Marceau, J:—The point at issue in this appeal by the Deputy Attorney General of Canada against a decision of the Tax Review Board is narrow and straightforward and one has difficulty in trying to understand how it has not yet given rise to a decision of the Court. It relates to the well known marital exemption section of the Income Tax Act, subsection 109(1) which, for convenience, I should reproduce here:
109. Deductions permitted by individuals.
(1) For the purpose of computing the taxable income of an individual for a taxation year, there may be deducted from his income for the year such of the following amounts as are applicable:
(a) Married status—in the case of an individual who, during the year, was a married person who supported his spouse, an amount equal to the aggregate of
(i) $1,600 and
(ii) $1,400 less the amount, if any, by which the spouse’s income for the year while married exceeds $300;
(b) Wholly dependent persons.—in the case of an individual not entitled to a deduction under paragraph (a) who, during the year,
(i) was an unmarried person or a married person who neither supported nor lived with his spouse and was not supported by his spouse, and
(ii) whether by himself or jointly with one or more other persons, maintained a self-contained domestic establishment (in which the individual lived) and actually supported therein a person who, during the year, was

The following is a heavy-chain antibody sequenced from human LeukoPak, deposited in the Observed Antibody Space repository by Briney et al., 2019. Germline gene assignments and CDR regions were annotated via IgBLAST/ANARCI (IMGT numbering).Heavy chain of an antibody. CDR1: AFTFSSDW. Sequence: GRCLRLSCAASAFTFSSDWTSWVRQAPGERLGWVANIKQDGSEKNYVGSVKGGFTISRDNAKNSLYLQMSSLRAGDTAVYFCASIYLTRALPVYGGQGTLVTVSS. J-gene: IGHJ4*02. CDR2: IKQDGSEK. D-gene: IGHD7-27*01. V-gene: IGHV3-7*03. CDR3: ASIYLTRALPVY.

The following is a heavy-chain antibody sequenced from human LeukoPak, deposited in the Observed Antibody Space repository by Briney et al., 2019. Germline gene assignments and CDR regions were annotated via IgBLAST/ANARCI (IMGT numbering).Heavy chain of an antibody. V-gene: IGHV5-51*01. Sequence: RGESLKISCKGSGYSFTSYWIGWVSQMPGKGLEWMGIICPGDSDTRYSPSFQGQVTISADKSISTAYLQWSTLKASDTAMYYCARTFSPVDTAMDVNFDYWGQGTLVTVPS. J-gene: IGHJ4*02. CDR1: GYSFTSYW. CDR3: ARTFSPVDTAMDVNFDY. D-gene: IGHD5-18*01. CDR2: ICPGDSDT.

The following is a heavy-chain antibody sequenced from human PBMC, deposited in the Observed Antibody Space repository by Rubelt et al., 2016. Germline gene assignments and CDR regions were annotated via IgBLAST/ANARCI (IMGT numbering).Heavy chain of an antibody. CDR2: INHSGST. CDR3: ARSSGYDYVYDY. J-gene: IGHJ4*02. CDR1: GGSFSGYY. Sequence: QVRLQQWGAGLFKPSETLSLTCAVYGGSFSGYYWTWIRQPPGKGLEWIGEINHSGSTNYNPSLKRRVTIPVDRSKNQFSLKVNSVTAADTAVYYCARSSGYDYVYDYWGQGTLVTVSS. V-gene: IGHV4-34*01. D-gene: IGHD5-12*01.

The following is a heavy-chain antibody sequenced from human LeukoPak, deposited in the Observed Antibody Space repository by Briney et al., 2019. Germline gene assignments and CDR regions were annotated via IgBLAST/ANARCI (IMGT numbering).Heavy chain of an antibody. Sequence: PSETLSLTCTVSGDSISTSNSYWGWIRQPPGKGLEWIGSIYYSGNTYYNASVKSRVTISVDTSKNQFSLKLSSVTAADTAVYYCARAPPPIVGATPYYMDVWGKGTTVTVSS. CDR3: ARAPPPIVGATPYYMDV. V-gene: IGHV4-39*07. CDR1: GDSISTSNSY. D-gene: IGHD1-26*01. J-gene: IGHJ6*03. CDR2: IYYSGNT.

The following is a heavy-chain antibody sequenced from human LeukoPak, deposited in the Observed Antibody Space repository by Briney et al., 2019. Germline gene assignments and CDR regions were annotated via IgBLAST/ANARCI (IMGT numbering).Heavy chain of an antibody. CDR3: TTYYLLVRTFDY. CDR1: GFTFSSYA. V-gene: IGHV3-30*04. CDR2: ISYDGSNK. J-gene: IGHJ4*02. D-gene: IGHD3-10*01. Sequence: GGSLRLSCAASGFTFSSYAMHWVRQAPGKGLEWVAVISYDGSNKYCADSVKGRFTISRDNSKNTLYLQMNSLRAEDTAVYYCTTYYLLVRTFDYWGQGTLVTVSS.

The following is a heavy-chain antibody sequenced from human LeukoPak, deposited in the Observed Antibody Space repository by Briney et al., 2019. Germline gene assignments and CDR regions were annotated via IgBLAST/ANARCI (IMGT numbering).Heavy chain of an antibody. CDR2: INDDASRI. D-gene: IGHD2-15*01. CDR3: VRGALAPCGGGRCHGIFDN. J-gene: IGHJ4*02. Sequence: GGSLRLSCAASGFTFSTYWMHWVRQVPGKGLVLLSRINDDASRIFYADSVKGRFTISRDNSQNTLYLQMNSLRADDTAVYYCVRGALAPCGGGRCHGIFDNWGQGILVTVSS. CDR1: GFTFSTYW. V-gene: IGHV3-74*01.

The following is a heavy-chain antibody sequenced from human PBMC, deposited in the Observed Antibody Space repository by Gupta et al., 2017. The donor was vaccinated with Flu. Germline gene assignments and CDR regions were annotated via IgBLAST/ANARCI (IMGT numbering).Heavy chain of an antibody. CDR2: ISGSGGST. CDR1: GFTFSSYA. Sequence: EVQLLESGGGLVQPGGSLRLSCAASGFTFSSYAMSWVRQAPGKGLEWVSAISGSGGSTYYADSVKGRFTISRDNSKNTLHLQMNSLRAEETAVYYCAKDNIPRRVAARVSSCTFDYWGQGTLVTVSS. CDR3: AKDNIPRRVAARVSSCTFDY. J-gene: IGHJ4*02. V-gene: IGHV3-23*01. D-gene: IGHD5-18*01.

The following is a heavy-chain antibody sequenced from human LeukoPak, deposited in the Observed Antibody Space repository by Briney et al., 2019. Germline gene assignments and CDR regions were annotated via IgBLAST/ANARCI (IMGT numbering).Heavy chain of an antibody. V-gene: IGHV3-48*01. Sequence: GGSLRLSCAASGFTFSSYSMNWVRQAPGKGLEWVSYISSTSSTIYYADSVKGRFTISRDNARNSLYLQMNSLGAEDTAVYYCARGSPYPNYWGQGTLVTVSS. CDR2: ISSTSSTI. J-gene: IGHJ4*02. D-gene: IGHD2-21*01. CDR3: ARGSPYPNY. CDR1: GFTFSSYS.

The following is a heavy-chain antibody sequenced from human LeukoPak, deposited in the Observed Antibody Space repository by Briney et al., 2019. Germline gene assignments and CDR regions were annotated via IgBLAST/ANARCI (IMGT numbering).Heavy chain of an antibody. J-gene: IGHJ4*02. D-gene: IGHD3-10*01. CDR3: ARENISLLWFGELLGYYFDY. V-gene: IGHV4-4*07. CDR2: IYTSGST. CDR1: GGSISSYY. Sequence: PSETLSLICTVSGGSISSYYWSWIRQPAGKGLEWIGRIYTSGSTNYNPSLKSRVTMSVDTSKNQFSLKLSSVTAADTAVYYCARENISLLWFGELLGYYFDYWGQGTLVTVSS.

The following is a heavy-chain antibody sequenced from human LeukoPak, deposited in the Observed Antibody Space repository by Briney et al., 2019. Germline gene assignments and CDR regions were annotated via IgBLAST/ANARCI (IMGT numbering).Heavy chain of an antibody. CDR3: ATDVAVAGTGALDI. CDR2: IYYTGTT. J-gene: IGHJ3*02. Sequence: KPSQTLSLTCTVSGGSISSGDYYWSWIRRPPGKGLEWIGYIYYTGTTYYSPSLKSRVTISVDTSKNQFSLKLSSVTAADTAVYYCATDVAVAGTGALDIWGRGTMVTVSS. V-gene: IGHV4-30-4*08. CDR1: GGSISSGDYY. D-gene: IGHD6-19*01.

(A) wholly dependent for support upon, and
(B) connected, by blood relationship, marriage or adoption, with the taxpayer, or the taxpayer and such one or more other persons, as the case may be,
an amount equal to the aggregate of
(iii) $1,600, and
(iv) $1,400 less the amount, if any, by which the income for the year of the dependent person exceeds $300;
The defendant taxpayer Brenda A Robichaud married on December 23, 1977 and from then on resided with her husband. Throughout that year 1977, she and her husband had both been employed; she had earned $8,467.30 while her husband had earned about twice as much. In filing her 1977 income tax return, the defendant claimed entitlement to the deduction allowed under paragraph 109(1 )(a) of the Act on the basis that, in 1977, she had been a married person who had supported her spouse whose income in that year during the seven days they had been married had not exceeded $250. Since her husband had himself already claimed and been allowed a similar deduction under the same section and on the same basis, the Minister denied the defendant’s claim. The Board, on appeal, did not agree with the Minister and decided that the defendant, in the circumstances, was entitled to the marital deduction as well as her husband. Is such a two way marital deduction a possibility for spouses under the Act? This is the point the Minister seeks to clarify by asking the Court to quash the decision of the Board setting aside his assessment.